Content Licensing Hurdles Continue to Hamstring TV Everywhere

By Tara Seals January 23, 2013

Even though consumers are embracing TV Everywhere and online/mobile video in even greater numbers both at home and on the go, multiscreen content licensing is still a major headache for pay TV operators—and there are plenty of twists and turns involved in getting subscriber content out across networks and devices.

According to Infonetics Research, negotiations with content and media companies about delivering live and file-based video content to subscribers across multiple devices is the No. 1 obstacle to achieving true TV Everywhere.

"Significant challenges remain, particularly when it comes to securing licensing arrangements with content owners who are concerned about the security of their content in a multiscreen world,” said Julien Blin, Infonetics' directing analyst for consumer electronics and mobile broadband. “This is also one of the major hurdles to offering á la carte cable content, a hot topic these days."

Pay-TV operators are facing into the wind in many respects. Hollywood studios, cable networks, sports leagues and others have a twin set of business imperatives that cablecos and others have to accommodate. One, they want to embrace digital distribution to make their content available to subscribers on-demand and across devices, thus opening up new revenue streams—but they want to do it in the context of protecting the video distribution network from unauthorized consumption and distribution. That means that content security investments by distributors are a requirement, even though they become technologically more difficult to implement when delivering video across a third-party unmanaged network, like a mobile broadband link on the go.


Image via Shutterstock

The second driver for content companies relates to business modeling. The content ecosystem is a delicate balance of control; media providers need to protect the value of their content by not making it available ubiquitously or in a non-differentiated manner. AMC Networks recently felt that bite when DISH Network dropped its four networks from its lineup, despite the fact that AMC itself is home to blockbuster favorites like Walking Dead, Mad Men and Breaking Bad. That took AMC out of 10 million homes.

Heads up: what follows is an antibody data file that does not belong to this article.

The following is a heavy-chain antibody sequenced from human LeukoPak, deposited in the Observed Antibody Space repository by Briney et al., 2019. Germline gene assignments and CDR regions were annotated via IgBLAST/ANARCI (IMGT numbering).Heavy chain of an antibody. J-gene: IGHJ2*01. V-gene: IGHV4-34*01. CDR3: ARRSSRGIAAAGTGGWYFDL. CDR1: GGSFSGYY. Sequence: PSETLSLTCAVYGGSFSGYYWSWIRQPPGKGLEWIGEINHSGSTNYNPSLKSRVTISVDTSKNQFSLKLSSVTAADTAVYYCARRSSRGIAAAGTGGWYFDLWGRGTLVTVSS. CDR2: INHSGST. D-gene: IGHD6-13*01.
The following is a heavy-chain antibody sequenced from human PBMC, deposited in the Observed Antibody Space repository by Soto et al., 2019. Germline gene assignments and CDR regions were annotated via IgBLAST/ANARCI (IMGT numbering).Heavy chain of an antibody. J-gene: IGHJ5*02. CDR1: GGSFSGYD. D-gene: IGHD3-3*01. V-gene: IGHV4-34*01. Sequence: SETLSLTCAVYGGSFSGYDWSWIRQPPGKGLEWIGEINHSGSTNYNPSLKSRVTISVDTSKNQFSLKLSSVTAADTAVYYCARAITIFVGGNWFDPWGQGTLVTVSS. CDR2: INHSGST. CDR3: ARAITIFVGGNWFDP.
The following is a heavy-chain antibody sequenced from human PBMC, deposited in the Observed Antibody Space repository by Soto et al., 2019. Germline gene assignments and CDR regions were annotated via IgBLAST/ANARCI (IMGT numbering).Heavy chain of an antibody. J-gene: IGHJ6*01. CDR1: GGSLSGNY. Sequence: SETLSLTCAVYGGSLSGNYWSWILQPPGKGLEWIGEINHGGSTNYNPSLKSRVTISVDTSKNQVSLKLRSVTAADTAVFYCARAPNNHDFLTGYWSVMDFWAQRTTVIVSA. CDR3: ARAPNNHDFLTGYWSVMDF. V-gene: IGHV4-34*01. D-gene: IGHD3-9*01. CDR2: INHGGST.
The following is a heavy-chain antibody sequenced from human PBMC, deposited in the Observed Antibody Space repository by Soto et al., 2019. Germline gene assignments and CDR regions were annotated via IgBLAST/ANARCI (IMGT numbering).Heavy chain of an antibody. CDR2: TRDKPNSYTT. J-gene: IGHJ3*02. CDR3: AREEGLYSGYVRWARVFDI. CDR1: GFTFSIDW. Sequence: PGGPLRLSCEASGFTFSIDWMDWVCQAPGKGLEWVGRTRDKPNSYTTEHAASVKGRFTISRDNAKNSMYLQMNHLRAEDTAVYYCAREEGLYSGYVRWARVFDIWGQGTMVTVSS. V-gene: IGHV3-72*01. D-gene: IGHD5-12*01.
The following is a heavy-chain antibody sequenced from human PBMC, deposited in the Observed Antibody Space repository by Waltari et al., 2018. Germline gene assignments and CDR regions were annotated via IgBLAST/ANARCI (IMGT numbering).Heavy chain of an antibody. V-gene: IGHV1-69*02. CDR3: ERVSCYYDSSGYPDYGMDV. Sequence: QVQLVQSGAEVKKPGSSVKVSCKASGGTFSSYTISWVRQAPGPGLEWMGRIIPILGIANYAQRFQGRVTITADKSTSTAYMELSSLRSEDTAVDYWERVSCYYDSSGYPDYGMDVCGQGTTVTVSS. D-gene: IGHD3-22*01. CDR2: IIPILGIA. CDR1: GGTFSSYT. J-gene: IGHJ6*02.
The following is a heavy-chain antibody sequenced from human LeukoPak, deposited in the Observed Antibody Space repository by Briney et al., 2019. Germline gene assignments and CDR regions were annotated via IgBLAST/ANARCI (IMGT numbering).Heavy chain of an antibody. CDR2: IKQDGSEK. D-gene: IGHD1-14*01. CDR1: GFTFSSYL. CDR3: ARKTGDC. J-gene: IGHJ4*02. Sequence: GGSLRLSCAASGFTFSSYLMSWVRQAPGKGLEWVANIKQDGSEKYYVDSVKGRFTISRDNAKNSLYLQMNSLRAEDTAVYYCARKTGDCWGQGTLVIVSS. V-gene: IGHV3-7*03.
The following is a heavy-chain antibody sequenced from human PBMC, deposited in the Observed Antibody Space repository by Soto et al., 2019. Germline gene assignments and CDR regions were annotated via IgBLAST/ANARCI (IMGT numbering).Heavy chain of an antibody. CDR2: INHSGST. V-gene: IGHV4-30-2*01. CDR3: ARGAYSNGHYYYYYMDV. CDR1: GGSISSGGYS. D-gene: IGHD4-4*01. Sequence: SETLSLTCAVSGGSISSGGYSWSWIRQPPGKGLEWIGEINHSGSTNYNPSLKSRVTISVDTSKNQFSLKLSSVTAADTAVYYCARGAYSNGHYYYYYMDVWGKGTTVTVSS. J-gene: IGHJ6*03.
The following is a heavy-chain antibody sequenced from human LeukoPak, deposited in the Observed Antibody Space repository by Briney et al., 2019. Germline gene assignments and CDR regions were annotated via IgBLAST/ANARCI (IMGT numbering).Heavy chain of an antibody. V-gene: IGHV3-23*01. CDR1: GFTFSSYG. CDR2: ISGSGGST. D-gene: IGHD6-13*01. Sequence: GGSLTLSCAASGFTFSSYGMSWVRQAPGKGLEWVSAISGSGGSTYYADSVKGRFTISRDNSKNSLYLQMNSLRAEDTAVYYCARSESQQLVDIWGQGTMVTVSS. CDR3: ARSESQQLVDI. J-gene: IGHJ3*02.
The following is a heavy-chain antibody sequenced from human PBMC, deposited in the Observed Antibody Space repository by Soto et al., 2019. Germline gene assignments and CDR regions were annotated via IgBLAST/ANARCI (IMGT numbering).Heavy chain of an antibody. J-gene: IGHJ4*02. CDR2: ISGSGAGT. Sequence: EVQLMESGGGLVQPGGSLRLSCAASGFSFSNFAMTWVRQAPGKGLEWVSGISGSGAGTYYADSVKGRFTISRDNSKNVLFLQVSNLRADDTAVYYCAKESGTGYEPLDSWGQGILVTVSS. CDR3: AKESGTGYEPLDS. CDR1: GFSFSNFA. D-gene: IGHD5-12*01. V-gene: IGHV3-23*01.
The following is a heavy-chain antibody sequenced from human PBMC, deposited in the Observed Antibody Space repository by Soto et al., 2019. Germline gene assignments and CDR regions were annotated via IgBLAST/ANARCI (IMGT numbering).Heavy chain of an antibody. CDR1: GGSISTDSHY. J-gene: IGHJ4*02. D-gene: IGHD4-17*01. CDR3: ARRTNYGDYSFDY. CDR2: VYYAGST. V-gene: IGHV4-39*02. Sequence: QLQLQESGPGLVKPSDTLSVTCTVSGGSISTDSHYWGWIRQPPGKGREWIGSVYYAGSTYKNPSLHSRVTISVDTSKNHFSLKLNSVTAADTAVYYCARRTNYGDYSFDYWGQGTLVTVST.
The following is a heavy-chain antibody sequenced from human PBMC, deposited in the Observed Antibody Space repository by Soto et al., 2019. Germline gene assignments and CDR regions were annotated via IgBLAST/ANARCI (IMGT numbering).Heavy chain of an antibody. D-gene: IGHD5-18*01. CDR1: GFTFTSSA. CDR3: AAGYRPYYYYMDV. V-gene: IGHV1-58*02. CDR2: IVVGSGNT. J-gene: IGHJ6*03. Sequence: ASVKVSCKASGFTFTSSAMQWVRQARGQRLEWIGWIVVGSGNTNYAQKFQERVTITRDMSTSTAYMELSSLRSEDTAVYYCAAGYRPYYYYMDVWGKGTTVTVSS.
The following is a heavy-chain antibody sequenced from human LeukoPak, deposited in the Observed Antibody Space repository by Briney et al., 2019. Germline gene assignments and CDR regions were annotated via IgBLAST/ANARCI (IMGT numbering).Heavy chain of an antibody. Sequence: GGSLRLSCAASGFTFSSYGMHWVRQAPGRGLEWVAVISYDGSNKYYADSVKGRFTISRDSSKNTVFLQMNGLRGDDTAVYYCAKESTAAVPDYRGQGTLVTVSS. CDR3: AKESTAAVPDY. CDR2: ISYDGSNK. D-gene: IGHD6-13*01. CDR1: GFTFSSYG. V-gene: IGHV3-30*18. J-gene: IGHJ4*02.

Among the many justifications for DISH in dropping the basic-cable stalwart was the fact that it’s available across every major provider as well as Netflix. AMC was asking for 75 cents per subscriber, a hike over the 40 cents that it previously asked for to allow carriage—a hike that DISH felt was unjustified. "Our customers aren't really saying, 'We want to pay more money,' " CEO Charlie Ergen said at the time. "They are saying, 'We are more flexible in our programming, and we don't want to pay more.'" He added, "It’s not as if something was exclusive."

The landscape gets more complex when one peels the layers of the onion back. “The decisions that content owners make about business models for content are also often informed by market dynamics in general, and more specifically by intent to avoid what they perceive as mistakes made by the music industry,” content security vendor Verimatrix noted in a white paper. “Even more particularly, the studios are determined to avoid the prospect of a downstream entity getting a dominant market share and thereby being able to control economic terms, as Apple did for music.”

Also, cable and telco operators could also exert undue control over downstream economics, given that most geographic areas are only served by one or two operators.

“With the rise of “pure play” OTT services such as Netflix, iTunes, and Hulu, cable operators are trying to compete by offering any content on any device services to their subscribers,” Verimatrix noted. “Content owners are concerned that TV Everywhere-type systems will lure consumers into walled gardens, where the pay-TV operators will have more control over programming economics. For this reason, they tend to favor open-Internet services. Content owners are also concerned about walled garden schemes that restrict users to certain device-service combinations, i.e. Apple’s iTunes/Apple TV/iPhone technology stack.”

Consumers, however, are in the catbird seat. Despite the expense and the effort involved in securing multiscreen rights, the need to reduce churn and increase customer loyalty was rated a top business driver by the pay-TV operators surveyed by Infonetics. Moreover, as traditional content licensing costs escalate, adding new revenue streams in the form of monetizable digital services (think new advertising streams) is becoming a mandate.

Operators are working on executing on the business model: nearly half of them support tablets as part of their multiscreen service today, which will grow to 100 percent by 2014.

"Multiscreen services are quickly becoming a critical service for pay TV operators worldwide," notes Jeff Heynen, directing analyst for broadband access and pay TV at Infonetics Research. "By keeping attention focused on the content they're providing, operators keep subscribers and advertisers happy."




Edited by Brooke Neuman

TechZone360 Contributor

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